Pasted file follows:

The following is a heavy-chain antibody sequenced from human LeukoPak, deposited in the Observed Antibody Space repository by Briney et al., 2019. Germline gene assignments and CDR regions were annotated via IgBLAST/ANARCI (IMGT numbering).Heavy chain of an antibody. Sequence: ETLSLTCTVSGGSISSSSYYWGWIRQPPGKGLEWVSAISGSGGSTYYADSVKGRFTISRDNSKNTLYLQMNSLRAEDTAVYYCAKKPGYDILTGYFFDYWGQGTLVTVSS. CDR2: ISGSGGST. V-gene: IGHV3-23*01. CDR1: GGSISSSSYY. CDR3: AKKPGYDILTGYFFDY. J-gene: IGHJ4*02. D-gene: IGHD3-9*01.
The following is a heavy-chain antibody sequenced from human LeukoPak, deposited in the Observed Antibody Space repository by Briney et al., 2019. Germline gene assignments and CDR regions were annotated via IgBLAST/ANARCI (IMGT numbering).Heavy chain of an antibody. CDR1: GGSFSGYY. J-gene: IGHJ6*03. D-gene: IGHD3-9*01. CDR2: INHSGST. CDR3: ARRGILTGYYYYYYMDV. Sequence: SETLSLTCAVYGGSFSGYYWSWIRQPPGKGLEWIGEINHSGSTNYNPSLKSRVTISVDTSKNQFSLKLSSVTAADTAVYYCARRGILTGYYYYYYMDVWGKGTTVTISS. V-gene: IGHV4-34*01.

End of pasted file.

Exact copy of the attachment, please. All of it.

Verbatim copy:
The following is a heavy-chain antibody sequenced from human LeukoPak, deposited in the Observed Antibody Space repository by Briney et al., 2019. Germline gene assignments and CDR regions were annotated via IgBLAST/ANARCI (IMGT numbering).Heavy chain of an antibody. Sequence: ETLSLTCTVSGGSISSSSYYWGWIRQPPGKGLEWVSAISGSGGSTYYADSVKGRFTISRDNSKNTLYLQMNSLRAEDTAVYYCAKKPGYDILTGYFFDYWGQGTLVTVSS. CDR2: ISGSGGST. V-gene: IGHV3-23*01. CDR1: GGSISSSSYY. CDR3: AKKPGYDILTGYFFDY. J-gene: IGHJ4*02. D-gene: IGHD3-9*01.
The following is a heavy-chain antibody sequenced from human LeukoPak, deposited in the Observed Antibody Space repository by Briney et al., 2019. Germline gene assignments and CDR regions were annotated via IgBLAST/ANARCI (IMGT numbering).Heavy chain of an antibody. CDR1: GGSFSGYY. J-gene: IGHJ6*03. D-gene: IGHD3-9*01. CDR2: INHSGST. CDR3: ARRGILTGYYYYYYMDV. Sequence: SETLSLTCAVYGGSFSGYYWSWIRQPPGKGLEWIGEINHSGSTNYNPSLKSRVTISVDTSKNQFSLKLSSVTAADTAVYYCARRGILTGYYYYYYMDVWGKGTTVTISS. V-gene: IGHV4-34*01.